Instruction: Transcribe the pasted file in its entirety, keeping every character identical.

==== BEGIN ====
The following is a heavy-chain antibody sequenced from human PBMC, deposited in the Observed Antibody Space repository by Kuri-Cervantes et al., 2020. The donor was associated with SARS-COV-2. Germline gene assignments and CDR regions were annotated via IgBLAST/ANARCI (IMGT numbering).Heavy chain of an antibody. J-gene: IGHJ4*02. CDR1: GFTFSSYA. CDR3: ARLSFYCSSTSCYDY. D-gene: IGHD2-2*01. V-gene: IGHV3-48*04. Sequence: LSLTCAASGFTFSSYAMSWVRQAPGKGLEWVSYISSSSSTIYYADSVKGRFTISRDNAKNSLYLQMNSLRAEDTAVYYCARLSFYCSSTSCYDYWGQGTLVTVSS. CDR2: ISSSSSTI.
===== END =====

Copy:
The following is a heavy-chain antibody sequenced from human PBMC, deposited in the Observed Antibody Space repository by Kuri-Cervantes et al., 2020. The donor was associated with SARS-COV-2. Germline gene assignments and CDR regions were annotated via IgBLAST/ANARCI (IMGT numbering).Heavy chain of an antibody. J-gene: IGHJ4*02. CDR1: GFTFSSYA. CDR3: ARLSFYCSSTSCYDY. D-gene: IGHD2-2*01. V-gene: IGHV3-48*04. Sequence: LSLTCAASGFTFSSYAMSWVRQAPGKGLEWVSYISSSSSTIYYADSVKGRFTISRDNAKNSLYLQMNSLRAEDTAVYYCARLSFYCSSTSCYDYWGQGTLVTVSS. CDR2: ISSSSSTI.